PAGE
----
Purrls

Tuesday, August 28, 2012

5 Meals, One Chicken

This is a plan for making 5 simple, nutritious meals using one chicken plus pantry items.  The chicken is the only meat.  These meals feed three people plus enough for leftovers (or a surprise guest).  I purchase a 4-5 lb. chicken at Aldi for about $4-5.  I keep it in the freezer until I'm ready to cook it.  On a day that I'm home, I put the chicken in the oven at 325 and cook it about 4 hours (I don't thaw it first).  Depending on the time I have and my mood, I sometimes place the roasted chicken right in the fridge in its cooking pot.  Other times I pull all the meat off then while it's hot.  It's easier to remove the meat when it's hot.

Day One, I slice one side of the chicken breast (or shred it, depending!).  I put pieces of rye bread down on a baking sheet, spread them with pesto sauce or ranch dressing, lay the pieces of chicken on top, cover the top with swiss cheese, sprinkle with paprika, and place under the broiler on low for about 8-10 minutes.  Obviously you can change the cheese, seasoning, or spread, but the basic formula remains the same.  Half a good-size chicken breast will make 4-5 sandwiches.

Day Two, I chop up the other side of the chicken breast and use it for chicken pot pie.  I never liked chicken pot pie because I always had frozen ones.  Homemade is much better and not much harder.  I line a pie pan with premade pie crust (the rolled kind from the refrigerator section; they taste better than the frozen ones).  I put chicken, a can of mixed vegetables, and about 2-3 cups of white sauce.  I make my white sauce from scratch, but if this is a hurdle for you you could use 2 cans of condensed cream soup (cream of mushroom, cream of chicken, etc).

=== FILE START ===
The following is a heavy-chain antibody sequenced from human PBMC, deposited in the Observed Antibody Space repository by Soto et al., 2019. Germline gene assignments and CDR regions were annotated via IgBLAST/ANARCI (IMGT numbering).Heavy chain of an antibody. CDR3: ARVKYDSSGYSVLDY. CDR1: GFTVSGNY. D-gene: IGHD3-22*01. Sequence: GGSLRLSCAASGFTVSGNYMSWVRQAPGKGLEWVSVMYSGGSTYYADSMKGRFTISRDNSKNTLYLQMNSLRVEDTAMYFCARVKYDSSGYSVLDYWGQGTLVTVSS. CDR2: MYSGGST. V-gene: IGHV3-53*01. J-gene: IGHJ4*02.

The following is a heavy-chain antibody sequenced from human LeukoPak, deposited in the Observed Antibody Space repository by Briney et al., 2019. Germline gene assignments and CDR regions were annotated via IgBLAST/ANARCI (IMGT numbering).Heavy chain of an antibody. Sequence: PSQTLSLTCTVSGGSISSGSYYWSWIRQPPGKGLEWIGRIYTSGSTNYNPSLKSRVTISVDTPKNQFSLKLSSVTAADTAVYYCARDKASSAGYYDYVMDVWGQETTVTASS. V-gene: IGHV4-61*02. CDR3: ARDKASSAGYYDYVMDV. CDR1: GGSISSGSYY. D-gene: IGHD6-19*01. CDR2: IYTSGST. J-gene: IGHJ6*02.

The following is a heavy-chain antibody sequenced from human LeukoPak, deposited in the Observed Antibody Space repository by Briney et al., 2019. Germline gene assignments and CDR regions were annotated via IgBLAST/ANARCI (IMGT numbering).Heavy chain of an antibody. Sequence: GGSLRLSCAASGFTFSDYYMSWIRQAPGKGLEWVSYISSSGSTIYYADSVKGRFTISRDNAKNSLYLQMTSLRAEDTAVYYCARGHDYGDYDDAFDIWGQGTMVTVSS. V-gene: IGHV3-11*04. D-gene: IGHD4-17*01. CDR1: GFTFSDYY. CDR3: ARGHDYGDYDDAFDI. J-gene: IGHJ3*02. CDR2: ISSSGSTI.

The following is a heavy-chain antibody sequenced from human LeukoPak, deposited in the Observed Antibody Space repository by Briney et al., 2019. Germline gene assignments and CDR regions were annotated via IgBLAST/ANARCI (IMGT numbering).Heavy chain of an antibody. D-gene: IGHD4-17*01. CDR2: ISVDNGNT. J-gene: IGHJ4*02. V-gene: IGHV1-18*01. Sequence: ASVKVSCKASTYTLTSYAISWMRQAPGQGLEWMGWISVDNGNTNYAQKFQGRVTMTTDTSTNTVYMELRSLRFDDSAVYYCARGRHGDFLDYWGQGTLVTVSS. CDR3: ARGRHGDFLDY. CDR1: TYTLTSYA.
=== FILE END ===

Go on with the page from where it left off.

Day Three, I use the meat from the legs and thighs for chicken tacos (or enchiladas).  My daughter doesn't care for standard taco seasoning, so I use a seasoning from Penzey's called Arizona Dreaming.  It provides a nice flavor that she enjoys also.  Depending on what I have, we also put black beans, grilled veggies, avocado, tomato, lettuce, and/or cheese on them.

Day Four, I place the chicken carcass and all of the bones I've been picking into the pasta insert for my big pot.  I fill it with water and boil it for several hours.  I get nice clear soup because I can simply lift the pasta insert out of the broth and it takes all the bits of chicken and stuff with it.  I then pick through this and usually can get close to a cup of meat out of it.  Sometimes I put this meat in the broth and make chicken or chicken-vegetable soup.  Other times, I freeze this meat and use it for quesadillas, or for a small meal for just me and my daughter.  If I save up this "extra" meat from two rounds of chicken, I have enough for an extra meal for all of us.

This provides us with a lot of flexibility and makes budgeting much easier.  I spend much less on groceries than I did in the past.  I also never have to wrestle with a raw chicken (I never quite got the hang of that, and plus I feel like my kitchen is germy afterward).  I pick my frozen chicken and just go from there.  I never have to worry it's spoiling on me because it waits for me in the freezer.

Sometimes we have the roast chicken for dinner the night I make it, which will still give you multiple meals, but probably more like 3.

For an even easier version, you can get several meals from a pre roasted chicken that you can buy at the deli.  These chickens are smaller, and you pay a premium for having it cooked, but if you only cook for one person it might get you almost as much mileage.  The soup made from a well seasoned rotisserie chicken carcass is delicious!